Parental blood-pressure meter: 120/90, slightly elevated. Mom and dad should appreciate any game in which teenagers must not only think, but also be responsible for their actions. Violence and blood flow are there but are not excessively graphic as the player fights his way past bands of Sith assassins, dunderheaded bounty hunters and potentially evil members of the party who have turned to the dark side of the Force.

What if I feel like reading a book?# Dark Horse Comics produces “Star Wars”-based comic books every month. The company’s 1994 Star Wars: Tales of the Jedi — Knights of the Old Republic ($14.95) compiles the first five issues of the Tales of the Jedi series and features a 136-page effort focusing on Ulic Qel-Droma and Nomi Sunrider, two young novices training to become Jedi warriors.

Additionally, Prima Games has done a magnificent job with its 301-page game guide ($16.99), which goes above and beyond what any rational human might need to know as he becomes part of the Knights of the Old Republic mythos.

What’s it worth? Anyone obsessed with the intense dedication required to become a Jedi master will relish the laborious inventory-management minutiae and gorgeous confrontation sequences. Unfortunately, I have a rather busy life and found LucasArts’ Star Wars Battlefronts (for Xbox and PlayStation 2, $49.99) a better fit for my limited time because of quick third-person battle action that immediately gets the player into the action and requires more reacting than pondering.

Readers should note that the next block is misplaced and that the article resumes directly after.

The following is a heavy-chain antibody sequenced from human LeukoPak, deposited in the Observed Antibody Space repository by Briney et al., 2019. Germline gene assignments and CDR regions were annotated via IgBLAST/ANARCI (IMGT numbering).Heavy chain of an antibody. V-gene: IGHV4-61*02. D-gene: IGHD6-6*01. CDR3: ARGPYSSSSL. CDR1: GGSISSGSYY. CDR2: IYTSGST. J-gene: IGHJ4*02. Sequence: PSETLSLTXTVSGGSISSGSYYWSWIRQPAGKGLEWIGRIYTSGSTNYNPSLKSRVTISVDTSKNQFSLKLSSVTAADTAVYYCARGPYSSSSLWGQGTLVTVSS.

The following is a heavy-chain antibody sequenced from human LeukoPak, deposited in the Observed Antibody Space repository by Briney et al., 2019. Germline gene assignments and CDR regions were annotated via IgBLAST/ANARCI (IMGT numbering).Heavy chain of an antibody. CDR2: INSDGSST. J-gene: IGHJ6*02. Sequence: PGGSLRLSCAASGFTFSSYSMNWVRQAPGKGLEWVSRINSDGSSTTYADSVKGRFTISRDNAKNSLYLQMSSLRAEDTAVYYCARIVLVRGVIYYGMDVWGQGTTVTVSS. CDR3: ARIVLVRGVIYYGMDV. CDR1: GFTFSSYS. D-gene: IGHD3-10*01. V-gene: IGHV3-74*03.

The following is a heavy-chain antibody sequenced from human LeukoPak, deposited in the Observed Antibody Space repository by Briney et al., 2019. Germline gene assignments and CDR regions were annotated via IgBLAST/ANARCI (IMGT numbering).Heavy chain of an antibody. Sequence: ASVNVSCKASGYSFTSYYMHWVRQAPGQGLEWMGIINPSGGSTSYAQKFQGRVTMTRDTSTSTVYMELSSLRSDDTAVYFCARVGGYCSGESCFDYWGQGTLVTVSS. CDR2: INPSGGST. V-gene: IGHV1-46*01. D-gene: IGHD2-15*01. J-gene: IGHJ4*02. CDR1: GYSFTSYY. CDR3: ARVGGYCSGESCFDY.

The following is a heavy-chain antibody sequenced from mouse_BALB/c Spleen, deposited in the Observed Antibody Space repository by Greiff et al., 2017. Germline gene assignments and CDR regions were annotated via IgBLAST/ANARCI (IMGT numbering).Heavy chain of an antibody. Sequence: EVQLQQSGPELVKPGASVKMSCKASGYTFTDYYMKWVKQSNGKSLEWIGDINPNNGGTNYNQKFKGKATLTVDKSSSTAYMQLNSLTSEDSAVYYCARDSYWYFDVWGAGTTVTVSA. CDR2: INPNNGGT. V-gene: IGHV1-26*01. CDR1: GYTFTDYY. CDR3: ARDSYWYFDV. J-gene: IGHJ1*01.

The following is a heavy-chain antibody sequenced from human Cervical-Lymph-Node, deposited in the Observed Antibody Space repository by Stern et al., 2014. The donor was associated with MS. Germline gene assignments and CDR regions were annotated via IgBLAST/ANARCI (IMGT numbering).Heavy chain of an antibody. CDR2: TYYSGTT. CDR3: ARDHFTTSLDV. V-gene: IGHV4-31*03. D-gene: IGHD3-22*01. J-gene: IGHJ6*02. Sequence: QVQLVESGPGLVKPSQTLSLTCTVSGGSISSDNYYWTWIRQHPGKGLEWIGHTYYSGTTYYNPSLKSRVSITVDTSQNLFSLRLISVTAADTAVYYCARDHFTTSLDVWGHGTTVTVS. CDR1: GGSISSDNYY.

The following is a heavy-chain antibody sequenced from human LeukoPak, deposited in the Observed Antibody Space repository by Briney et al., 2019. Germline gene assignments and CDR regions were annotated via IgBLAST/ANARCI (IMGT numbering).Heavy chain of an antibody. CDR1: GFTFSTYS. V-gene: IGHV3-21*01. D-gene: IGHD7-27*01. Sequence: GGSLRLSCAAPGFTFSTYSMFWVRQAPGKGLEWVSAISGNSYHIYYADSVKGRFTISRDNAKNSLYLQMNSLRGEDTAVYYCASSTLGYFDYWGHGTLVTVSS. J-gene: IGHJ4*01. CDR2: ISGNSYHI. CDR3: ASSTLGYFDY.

Pop bytes

A brief review of game titles that didn’t have time to get fully plugged in.

Spider-Man TV Games, by Jakks Pacific: A stand-alone unit requiring four AA batteries, rated “Everyone,” suitable for players 6 and older, $19.99).

The company becoming known for plug-and-play video games teams up with Marvel Comics to produce a half-dozen TV-based challenges crammed into a unit surrounding the sequential-art world of the famed Web Slinger.

The player simply plugs a joystick device designed in Spider-Man colors and themes into a television’s audio and video jacks and controls the superhero as he battles archenemies such as the Vulture, Venom, the Lizard and Rhino.

Games include a side-scrolling adventure among the buildings of Manhattan, maneuvering through a sewer maze in the first-person perspective and taking web target practice on character images taken right from the current line of comic books.

The unbalanced joystick will frustrate younger players as they try manipulate on-screen movement using a handle not really mounted to anything. Even older players will get a cramping wrist workout as they try to hold the base firmly while maneuvering the stick.

Zadzooks! wants to know you exist. Call 202/636-3016; fax 202/269-1853; e-mail jszad[email protected]; or write to Joseph Szadkowski at The Washington Times, 3600 New York Ave. NE, Washington, DC 20002.